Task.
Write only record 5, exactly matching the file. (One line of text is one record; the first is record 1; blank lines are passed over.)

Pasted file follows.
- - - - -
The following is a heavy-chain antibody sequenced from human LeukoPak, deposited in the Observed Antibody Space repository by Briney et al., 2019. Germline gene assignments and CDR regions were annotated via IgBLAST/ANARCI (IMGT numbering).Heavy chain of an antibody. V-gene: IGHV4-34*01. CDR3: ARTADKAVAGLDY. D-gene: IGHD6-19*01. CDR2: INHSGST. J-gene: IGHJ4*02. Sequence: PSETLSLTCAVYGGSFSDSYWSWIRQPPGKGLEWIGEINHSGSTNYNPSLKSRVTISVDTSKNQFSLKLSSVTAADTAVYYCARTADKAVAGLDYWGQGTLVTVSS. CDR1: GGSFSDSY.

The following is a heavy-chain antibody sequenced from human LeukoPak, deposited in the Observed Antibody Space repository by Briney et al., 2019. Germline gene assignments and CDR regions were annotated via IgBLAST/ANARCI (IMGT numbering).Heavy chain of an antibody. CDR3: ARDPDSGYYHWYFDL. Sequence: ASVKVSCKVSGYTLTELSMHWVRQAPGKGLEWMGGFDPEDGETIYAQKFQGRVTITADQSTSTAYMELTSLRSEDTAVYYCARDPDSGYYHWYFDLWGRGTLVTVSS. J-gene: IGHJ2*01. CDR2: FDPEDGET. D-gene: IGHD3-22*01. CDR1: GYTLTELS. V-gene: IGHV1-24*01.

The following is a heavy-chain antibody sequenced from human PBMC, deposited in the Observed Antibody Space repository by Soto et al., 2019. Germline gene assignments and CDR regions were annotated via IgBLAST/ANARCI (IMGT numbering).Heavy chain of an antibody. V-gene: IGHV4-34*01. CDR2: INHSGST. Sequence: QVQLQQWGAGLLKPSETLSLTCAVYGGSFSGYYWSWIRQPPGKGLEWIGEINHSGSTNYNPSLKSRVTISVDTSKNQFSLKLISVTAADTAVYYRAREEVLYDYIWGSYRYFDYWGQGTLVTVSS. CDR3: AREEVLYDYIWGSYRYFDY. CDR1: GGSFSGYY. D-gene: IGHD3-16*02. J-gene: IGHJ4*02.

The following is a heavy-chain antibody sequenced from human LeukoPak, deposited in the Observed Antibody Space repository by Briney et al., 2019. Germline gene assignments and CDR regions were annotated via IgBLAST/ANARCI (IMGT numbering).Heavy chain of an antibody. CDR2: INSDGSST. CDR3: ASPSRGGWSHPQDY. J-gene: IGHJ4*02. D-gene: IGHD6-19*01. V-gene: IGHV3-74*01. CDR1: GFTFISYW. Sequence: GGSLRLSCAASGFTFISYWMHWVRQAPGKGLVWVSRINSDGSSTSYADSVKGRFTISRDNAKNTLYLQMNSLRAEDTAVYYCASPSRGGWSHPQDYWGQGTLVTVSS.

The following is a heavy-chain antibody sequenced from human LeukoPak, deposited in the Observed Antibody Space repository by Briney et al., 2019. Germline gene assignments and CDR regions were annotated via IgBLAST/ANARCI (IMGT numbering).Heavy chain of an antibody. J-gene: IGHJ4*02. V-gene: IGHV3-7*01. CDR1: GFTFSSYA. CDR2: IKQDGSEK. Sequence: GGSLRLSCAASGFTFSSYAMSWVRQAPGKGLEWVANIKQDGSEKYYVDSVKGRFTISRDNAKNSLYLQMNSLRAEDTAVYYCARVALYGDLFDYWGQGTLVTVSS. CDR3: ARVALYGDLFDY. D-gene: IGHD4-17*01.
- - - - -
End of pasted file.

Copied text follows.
The following is a heavy-chain antibody sequenced from human LeukoPak, deposited in the Observed Antibody Space repository by Briney et al., 2019. Germline gene assignments and CDR regions were annotated via IgBLAST/ANARCI (IMGT numbering).Heavy chain of an antibody. J-gene: IGHJ4*02. V-gene: IGHV3-7*01. CDR1: GFTFSSYA. CDR2: IKQDGSEK. Sequence: GGSLRLSCAASGFTFSSYAMSWVRQAPGKGLEWVANIKQDGSEKYYVDSVKGRFTISRDNAKNSLYLQMNSLRAEDTAVYYCARVALYGDLFDYWGQGTLVTVSS. CDR3: ARVALYGDLFDY. D-gene: IGHD4-17*01.